Those refugees who would not accept the work provided for them by the Relief Committee were asked to seek their quarters on Thursday. Those who were ejected collected about the ...

    Jewish
    I D 2 c, II D 1
  • The Occident -- October 27, 1893
    David Kallis

    Several weeks ago when it was hourly expected that trouble would be caused by the unemployed workmen of this city, who were crying pitifully for bread, and when no one seemed to heed their pleadings, David Kallis came to their assistance and saved thousands of men, women and children from starvation by providing a plan whereby 6,000 families were fed daily.

    Twenty-four years ago, David Kallis came to this city a poor boy, for twelve years he was a match peddler on the streets of our city. By industry, integrity and strict attention to business, he has made his way in life until he is now one of our most prosperous men.

    Too much cannot be said in the endorsement of such men as Mr. Kallis, and it would afford us greater pleasure, if instead of endorsing him for County Commissioner we were endorsing him for Mayor.

    Several weeks ago when it was hourly expected that trouble would be caused by the unemployed workmen of this city, who were crying pitifully for bread, and when no one ...

    Jewish
    IV, I F 5, I D 2 c
  • Daily Jewish Courier -- October 30, 1907
    Our Labor Bureaus Editorial

    When an immigrant gets his first job he has accomplished the first step in his reorientation to his new life. The second step is hurdled when he has learned those few necessary expressions and their meanings in English. The second step is much easier than the first. When he gets his job he has a livelihood and it is only a question of time as to the Americanization process that inevitably takes place. When, however, the immigrant has no employment, reorientation fails to take place and the immigrant gropes in the dark.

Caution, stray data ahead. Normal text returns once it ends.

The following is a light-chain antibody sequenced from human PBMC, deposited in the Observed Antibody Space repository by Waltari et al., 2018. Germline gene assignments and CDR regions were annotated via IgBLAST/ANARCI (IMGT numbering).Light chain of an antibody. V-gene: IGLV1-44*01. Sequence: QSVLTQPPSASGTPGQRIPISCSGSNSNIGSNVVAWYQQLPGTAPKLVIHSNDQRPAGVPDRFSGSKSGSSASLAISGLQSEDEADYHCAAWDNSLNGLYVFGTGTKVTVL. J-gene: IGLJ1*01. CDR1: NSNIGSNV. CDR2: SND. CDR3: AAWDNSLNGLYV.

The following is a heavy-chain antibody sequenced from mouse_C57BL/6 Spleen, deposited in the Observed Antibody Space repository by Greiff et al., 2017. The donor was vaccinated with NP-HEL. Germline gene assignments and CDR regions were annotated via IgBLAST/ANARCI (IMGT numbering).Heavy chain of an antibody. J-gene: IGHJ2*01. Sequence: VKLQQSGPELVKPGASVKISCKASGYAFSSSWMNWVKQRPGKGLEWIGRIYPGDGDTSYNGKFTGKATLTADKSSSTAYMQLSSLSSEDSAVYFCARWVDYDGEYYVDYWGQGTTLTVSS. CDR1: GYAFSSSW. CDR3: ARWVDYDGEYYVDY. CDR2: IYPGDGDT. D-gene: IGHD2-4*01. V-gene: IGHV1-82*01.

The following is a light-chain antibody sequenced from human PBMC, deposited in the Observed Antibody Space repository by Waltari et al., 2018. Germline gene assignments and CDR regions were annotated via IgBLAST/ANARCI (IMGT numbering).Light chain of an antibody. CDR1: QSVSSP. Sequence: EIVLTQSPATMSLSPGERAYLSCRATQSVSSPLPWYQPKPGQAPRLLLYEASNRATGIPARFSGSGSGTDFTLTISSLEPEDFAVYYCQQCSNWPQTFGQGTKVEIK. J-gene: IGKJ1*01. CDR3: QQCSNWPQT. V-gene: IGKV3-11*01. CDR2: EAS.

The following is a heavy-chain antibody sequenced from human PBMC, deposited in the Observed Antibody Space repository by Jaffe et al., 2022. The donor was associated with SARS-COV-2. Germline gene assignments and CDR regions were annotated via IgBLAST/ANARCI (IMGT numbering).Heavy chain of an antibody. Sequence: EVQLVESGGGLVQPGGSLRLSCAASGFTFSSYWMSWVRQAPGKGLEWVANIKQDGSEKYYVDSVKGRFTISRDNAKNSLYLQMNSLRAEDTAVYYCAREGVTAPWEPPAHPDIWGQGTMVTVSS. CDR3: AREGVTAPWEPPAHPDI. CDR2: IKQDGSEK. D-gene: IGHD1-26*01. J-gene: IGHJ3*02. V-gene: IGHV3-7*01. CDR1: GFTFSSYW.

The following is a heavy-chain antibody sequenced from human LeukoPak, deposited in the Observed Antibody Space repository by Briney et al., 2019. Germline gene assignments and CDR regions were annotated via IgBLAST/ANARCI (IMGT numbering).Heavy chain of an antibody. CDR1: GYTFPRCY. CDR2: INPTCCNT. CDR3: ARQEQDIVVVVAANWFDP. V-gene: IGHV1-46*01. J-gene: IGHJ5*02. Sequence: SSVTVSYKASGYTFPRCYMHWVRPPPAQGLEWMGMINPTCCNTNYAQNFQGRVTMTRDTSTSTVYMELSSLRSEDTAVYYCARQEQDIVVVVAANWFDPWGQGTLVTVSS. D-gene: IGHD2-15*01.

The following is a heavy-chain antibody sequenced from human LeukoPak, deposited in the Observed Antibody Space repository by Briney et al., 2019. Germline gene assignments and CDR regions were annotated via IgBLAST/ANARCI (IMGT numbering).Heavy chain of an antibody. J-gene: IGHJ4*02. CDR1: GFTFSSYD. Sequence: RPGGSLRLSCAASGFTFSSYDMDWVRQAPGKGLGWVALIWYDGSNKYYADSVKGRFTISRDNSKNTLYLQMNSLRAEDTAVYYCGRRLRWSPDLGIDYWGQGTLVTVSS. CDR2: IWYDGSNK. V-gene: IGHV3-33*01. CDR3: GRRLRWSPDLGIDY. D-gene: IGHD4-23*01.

Only when we realize this, can we understand the importance of the Labor Bureau which was created by the United Hebrew Charities and the Bnai Brith, to find employment for unemployed immigrants. The Labor Bureau now accomplishes a great deal. However, the bureau could accomplish a great deal more if our own business people and manufacturers would be more aware of their duties to their people. We feel that if an employer in need of 2workers would apply to our Labor Bureau, the benefits of the bureau could be extended to a great many more people. We could easily dispense with their charity if they would employ our unemployed but capable immigrants. Work instead of charity should be our slogan, Jewish employers! Use our Labor Bureau when you need workers. Do your duty to yourself and your people.

    When an immigrant gets his first job he has accomplished the first step in his reorientation to his new life. The second step is hurdled when he has learned those ...

    Jewish
    III G, I C, II D 1, I D 2 c
  • Daily Jewish Courier -- December 01, 1913
    The New Immigration Bill

    Today or tomorrow there will be introduced a new immigration bill. Congressman Sabath stated, in a speech before the representatives of foreign language newspapers of Chicago, published in yesterday's Courier, that the bill has many possibilities of becoming law. The Jewish congressman, from Chicago, and his few aids are in the minority. The bill, it seems, will have a large majority in Congress.

    The friends of the immigrant are few. Those against him are influenced by organized labor. Mr. Gompers, leader of the American worker, himself an immigrant Jew, at the last convention of the American Federation of Labor, raised the question of admittance of aliens to the United States, accusing the friends of the immigrant of being foes of labor in need of cheap labor and, therefore, in favor of the open door policy.

    The friends of immigration have shown more than once the fallacy of this assumption. Recently, Mr. Isadore Isaac, in a book full of facts presented 2the assertions of Mr. Gompers. He shows that the immigrant is not responsible for unemployment, nor does he lessen the standard of life of the American worker. On the contrary, in districts of fewer immigrants, the earnings are less and unemployment greater. Earnings and unemployment are determined by what La Salle called "The Iron rules of Modern Industry."